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Page last updated at 06:44 GMT, Thursday, 23 August 2012 07:44 UK
Today: Thursday 23rd August

GCSE results will be published this morning, with some teachers concerned that they have been marked too harshly. David Cameron has backed President Obama's warning that western strategy on Syria should be reconsidered if the Assad regime resorts to using chemical weapons. Also on the programme, the man who spends five hours a day tending his lawn.

We are no longer providing clips of every part of the programme but you will be able to listen via the BBC iPlayer .

Business news with Simon Jack, on the suggestions for boosting the UK housing market by encouraging big institutional investors into the private rental sector.

GCSE students are getting their results this morning. Graham Stuart, the Conservative chairman of the education select committee, explains why the government has its sights on reforming GCSEs.

Is the Bank of England getting too much power? Kate Barker, a former member of the Bank's Monetary Policy Committee, explains why she thinks politicians are delegating too much.

Business news with Simon Jack.


David Hampson, of Cardiff, is the winner of the competition to design a radio marking Today's move to the new Broadcasting House, a charity project with profits going to BBC Children in Need. The radio is now in production and David was brought to London to see the building that inspired his rather beautiful design.

Singing gibbons use the same vocal techniques as professional soprano singers, researchers in Japan have discovered.

Sport news with Rob Nothman.


Encouraging private property developers to provide more homes for rent in England, by putting fewer restrictions on those developers for example, a government-commissioned report says. Housing minister Grant Shapps explains the details of the report and whether the government are likely to implement any of the recommendations.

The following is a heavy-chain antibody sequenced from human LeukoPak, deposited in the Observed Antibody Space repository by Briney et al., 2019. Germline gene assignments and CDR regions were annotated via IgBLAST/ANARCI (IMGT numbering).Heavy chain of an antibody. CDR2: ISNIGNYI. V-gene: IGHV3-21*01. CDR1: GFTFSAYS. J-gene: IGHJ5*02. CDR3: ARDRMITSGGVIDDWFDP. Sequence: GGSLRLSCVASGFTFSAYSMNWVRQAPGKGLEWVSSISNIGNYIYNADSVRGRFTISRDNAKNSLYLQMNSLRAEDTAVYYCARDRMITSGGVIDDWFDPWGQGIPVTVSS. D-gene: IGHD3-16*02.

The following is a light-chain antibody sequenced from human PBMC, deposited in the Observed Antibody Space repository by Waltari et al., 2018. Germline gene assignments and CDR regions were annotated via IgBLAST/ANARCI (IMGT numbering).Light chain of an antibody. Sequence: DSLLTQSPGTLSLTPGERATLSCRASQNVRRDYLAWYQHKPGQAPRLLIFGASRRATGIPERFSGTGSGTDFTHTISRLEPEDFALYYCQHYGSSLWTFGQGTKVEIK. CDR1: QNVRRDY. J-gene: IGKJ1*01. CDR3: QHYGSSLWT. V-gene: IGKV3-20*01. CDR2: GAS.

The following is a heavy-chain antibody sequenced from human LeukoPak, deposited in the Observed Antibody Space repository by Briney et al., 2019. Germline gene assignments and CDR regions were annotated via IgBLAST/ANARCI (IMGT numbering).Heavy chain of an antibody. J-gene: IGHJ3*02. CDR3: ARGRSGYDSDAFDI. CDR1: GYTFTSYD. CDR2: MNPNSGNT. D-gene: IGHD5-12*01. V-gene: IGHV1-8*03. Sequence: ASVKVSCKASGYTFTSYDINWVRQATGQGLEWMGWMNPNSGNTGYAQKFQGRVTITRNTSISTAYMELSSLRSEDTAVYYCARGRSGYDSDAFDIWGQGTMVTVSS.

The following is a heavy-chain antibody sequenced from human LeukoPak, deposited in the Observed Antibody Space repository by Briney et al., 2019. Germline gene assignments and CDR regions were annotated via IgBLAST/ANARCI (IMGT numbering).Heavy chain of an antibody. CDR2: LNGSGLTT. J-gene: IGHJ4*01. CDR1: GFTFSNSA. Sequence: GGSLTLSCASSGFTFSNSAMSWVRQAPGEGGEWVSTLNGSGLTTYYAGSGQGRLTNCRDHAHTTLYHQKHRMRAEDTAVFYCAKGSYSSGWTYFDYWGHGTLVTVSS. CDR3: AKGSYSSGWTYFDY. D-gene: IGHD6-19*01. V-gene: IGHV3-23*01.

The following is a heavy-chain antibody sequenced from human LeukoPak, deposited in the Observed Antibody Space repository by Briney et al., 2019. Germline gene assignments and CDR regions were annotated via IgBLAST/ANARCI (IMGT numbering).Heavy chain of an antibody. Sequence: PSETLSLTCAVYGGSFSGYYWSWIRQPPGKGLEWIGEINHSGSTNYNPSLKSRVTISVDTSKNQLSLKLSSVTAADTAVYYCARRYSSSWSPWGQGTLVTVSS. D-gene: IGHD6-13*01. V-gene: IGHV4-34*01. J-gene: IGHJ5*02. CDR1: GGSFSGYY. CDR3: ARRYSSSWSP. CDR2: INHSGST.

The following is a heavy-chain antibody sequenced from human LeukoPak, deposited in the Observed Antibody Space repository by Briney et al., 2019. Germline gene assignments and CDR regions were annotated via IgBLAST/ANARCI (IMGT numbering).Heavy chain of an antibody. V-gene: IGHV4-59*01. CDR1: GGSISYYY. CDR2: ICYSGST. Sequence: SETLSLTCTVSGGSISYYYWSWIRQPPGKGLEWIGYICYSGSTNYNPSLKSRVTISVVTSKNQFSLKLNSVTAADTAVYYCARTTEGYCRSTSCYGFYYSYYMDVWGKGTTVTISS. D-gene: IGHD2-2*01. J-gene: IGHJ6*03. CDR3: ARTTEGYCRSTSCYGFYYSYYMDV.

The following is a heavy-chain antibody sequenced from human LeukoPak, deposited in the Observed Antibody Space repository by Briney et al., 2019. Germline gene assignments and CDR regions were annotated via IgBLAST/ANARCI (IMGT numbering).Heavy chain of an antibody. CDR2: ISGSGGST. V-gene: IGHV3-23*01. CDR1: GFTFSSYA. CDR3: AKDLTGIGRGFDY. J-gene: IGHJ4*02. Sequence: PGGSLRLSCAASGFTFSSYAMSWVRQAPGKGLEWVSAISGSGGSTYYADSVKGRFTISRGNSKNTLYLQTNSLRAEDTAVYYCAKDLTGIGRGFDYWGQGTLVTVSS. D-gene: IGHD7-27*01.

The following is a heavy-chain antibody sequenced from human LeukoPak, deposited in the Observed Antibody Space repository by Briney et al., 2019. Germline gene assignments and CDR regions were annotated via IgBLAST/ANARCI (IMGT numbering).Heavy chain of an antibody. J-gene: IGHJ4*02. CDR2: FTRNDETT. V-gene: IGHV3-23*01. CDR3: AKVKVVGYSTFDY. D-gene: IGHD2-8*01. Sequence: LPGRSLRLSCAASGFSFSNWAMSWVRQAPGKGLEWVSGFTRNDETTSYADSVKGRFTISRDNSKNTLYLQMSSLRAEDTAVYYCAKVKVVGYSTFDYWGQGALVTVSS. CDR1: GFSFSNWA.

The paper review.

The winner of the Britain's Best Lawn competition Dr Chisholm Ogg says he spends about five hours a day mowing his lawn in Oxford. He explains why he spends so much time mowing and what he does in all that time.

Thought for the day with Reverend Dr Giles Fraser, Priest-in-charge of St Mary's, Newington.

A law which would make it an offence to pay for sex is being put to the Northern Ireland Assembly in a draft bill. Lord Morrow, a DUP member who is putting forward the bill, and Catherine Stephens, who describes herself as a sex worker and represents the international Union of Sex Workers, debate the bill.


GCSE exams have apparently been tougher this year to counter for the past upward drift, and the target for schools has also been raised. Glenys Stacey, chief executive of qualifications regulator Ofqual shares her thoughts on whether there is a need to reform GCSEs for something more rigorous.

Head of the Eurogroup Jean-Claude Juncker is "totally opposed" to Greece being forced out of the currency. Gavin Hewitt reports from Berlin where President Hollande of France is due to talk about the euro crisis with Chancellor Merkel and the Greek prime minister.

Professor Jan Morris, head of eligibility at the international federation for athletes, and Francis Dart, a Paralympic silver medallist in Sydney, debate whether athletes with learning difficulties should be eligible for the Paralympics.

Sport news with Rob Nothman.

After heavy clashes between minority Alawites and majority Sunnis in Lebanon's northern town of Tripoli - a place with the same name as a Libyan city - a tentative ceasefire has been reached. Barbara Plett reports from Tripoli, and Nadim Shehadi, from the Middle East and North Africa programme at Chatham House, shares his thoughts on whether the ceasefire will last.

Business news with Simon Jack.

The first International Samuel Beckett Festival is opening in Enniskillen in Northern Ireland. Seann Doran, director of the festival, explains why a celebration of Beckett's work as a writer and playwright but as a screenwriter and composer should take place.

Around 80 parents and their children had their genome sequenced for a study. Prof Darren Griffin, professor of genetics at the University of Kent, shares his thoughts on the Icelandic study and the findings to be published in Nature.

Some of Britain's growing overseas aid budget should be spent on advising developing countries how to collect tax, a committee of MPs says. International development correspondent Mark Doyle reports.


Claire Enders, who runs the Enders Analysis media consultancy, discusses the storm created by the pictures of Prince Harry naked published on websites around the world.

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